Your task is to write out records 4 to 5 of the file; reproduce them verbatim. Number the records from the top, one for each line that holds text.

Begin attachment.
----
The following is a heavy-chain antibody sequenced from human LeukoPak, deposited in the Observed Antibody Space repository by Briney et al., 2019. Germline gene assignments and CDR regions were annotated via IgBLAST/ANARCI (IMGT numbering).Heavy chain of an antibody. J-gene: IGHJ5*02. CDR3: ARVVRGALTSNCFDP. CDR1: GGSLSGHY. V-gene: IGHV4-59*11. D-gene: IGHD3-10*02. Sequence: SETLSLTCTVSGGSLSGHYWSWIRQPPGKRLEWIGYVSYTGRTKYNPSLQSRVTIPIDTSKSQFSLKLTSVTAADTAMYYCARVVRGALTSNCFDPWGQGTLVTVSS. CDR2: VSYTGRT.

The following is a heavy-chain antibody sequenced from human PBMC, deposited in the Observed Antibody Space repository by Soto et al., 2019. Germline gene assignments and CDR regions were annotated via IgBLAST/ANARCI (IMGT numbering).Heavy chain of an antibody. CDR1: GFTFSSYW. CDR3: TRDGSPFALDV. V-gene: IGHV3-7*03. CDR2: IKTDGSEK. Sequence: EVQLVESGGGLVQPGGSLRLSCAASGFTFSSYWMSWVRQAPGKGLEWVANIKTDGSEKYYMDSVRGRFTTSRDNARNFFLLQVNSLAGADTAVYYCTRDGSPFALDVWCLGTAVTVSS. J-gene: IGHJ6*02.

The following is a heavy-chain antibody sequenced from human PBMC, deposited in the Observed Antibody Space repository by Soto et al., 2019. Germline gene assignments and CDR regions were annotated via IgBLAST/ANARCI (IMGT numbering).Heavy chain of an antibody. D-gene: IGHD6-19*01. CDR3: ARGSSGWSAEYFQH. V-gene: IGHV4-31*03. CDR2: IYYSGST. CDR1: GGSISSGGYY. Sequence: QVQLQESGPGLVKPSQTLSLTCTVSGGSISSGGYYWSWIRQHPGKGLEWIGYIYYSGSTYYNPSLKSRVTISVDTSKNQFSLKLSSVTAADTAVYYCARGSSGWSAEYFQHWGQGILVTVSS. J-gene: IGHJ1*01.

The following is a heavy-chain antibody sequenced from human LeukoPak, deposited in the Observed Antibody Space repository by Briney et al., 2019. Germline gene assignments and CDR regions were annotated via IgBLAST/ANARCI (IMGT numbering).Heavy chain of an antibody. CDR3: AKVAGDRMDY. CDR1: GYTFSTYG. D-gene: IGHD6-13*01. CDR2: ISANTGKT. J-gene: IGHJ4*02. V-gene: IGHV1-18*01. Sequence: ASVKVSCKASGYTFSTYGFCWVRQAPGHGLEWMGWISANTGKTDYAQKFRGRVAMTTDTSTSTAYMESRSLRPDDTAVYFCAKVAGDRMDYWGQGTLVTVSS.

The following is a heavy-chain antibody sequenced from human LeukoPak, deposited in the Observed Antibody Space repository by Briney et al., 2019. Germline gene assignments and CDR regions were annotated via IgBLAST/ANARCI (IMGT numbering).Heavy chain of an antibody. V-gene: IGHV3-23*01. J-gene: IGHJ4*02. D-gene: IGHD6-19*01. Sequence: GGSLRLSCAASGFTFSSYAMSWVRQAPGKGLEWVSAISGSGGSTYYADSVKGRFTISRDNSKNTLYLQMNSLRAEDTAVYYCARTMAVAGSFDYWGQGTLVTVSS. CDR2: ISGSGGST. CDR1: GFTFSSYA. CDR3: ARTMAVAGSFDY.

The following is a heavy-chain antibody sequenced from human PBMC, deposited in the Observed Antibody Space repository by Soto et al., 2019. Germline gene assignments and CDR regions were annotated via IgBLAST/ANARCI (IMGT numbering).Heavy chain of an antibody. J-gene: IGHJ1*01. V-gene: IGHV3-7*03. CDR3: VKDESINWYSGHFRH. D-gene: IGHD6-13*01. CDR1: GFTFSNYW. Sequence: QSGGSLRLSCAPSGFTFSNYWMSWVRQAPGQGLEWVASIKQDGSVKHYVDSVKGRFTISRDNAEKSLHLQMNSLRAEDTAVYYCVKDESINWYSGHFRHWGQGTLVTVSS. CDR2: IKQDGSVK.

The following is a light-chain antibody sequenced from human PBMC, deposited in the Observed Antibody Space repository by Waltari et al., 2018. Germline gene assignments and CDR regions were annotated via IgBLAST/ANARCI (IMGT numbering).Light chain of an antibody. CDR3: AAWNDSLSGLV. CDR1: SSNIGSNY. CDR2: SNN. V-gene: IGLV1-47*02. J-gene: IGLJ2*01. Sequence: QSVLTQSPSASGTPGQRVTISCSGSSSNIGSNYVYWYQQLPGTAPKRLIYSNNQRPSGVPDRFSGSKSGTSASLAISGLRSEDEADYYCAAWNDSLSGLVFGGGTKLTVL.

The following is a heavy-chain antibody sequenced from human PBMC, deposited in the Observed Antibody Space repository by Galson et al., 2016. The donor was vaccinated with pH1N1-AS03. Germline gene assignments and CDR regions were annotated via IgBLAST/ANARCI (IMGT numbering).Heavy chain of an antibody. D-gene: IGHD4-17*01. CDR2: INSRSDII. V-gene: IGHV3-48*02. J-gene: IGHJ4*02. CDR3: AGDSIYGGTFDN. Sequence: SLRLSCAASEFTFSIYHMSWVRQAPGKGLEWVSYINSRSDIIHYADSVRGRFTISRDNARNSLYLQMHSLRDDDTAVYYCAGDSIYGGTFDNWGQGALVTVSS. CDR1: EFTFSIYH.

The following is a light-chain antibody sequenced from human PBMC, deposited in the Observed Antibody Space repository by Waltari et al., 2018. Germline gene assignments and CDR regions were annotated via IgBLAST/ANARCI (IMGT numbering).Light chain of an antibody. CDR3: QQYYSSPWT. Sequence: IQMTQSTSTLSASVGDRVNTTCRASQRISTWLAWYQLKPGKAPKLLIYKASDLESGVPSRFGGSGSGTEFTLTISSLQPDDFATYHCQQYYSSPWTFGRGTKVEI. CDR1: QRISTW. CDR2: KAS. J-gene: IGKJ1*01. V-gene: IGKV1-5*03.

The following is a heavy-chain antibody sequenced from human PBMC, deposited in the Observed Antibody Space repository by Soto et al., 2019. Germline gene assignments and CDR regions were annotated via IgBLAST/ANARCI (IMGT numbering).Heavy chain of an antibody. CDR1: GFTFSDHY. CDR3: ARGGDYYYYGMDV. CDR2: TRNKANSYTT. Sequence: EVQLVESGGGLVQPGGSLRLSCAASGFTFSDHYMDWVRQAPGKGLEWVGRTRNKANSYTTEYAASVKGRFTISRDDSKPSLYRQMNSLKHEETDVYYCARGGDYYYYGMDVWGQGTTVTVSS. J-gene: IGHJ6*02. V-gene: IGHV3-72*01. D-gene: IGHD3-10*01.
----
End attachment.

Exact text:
The following is a heavy-chain antibody sequenced from human LeukoPak, deposited in the Observed Antibody Space repository by Briney et al., 2019. Germline gene assignments and CDR regions were annotated via IgBLAST/ANARCI (IMGT numbering).Heavy chain of an antibody. CDR3: AKVAGDRMDY. CDR1: GYTFSTYG. D-gene: IGHD6-13*01. CDR2: ISANTGKT. J-gene: IGHJ4*02. V-gene: IGHV1-18*01. Sequence: ASVKVSCKASGYTFSTYGFCWVRQAPGHGLEWMGWISANTGKTDYAQKFRGRVAMTTDTSTSTAYMESRSLRPDDTAVYFCAKVAGDRMDYWGQGTLVTVSS.

The following is a heavy-chain antibody sequenced from human LeukoPak, deposited in the Observed Antibody Space repository by Briney et al., 2019. Germline gene assignments and CDR regions were annotated via IgBLAST/ANARCI (IMGT numbering).Heavy chain of an antibody. V-gene: IGHV3-23*01. J-gene: IGHJ4*02. D-gene: IGHD6-19*01. Sequence: GGSLRLSCAASGFTFSSYAMSWVRQAPGKGLEWVSAISGSGGSTYYADSVKGRFTISRDNSKNTLYLQMNSLRAEDTAVYYCARTMAVAGSFDYWGQGTLVTVSS. CDR2: ISGSGGST. CDR1: GFTFSSYA. CDR3: ARTMAVAGSFDY.